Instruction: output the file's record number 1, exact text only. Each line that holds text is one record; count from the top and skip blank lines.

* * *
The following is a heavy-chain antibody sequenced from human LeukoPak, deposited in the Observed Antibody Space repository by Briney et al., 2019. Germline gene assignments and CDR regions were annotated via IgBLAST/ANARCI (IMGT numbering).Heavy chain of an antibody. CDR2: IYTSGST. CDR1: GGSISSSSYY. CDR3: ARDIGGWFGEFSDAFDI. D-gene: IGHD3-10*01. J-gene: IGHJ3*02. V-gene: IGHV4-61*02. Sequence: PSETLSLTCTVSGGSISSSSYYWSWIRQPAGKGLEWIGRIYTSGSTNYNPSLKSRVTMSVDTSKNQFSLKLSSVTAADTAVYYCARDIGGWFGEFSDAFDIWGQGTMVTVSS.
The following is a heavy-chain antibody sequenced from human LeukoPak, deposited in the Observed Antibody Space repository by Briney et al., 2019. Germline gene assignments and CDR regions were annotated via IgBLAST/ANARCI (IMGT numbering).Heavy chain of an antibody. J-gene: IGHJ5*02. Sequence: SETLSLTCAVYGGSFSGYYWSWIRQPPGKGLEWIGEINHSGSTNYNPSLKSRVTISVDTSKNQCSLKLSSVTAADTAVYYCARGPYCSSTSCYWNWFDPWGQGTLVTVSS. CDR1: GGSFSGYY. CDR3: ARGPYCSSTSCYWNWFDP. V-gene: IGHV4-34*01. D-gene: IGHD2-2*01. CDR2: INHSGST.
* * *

The following is a heavy-chain antibody sequenced from human LeukoPak, deposited in the Observed Antibody Space repository by Briney et al., 2019. Germline gene assignments and CDR regions were annotated via IgBLAST/ANARCI (IMGT numbering).Heavy chain of an antibody. CDR2: IYTSGST. CDR1: GGSISSSSYY. CDR3: ARDIGGWFGEFSDAFDI. D-gene: IGHD3-10*01. J-gene: IGHJ3*02. V-gene: IGHV4-61*02. Sequence: PSETLSLTCTVSGGSISSSSYYWSWIRQPAGKGLEWIGRIYTSGSTNYNPSLKSRVTMSVDTSKNQFSLKLSSVTAADTAVYYCARDIGGWFGEFSDAFDIWGQGTMVTVSS.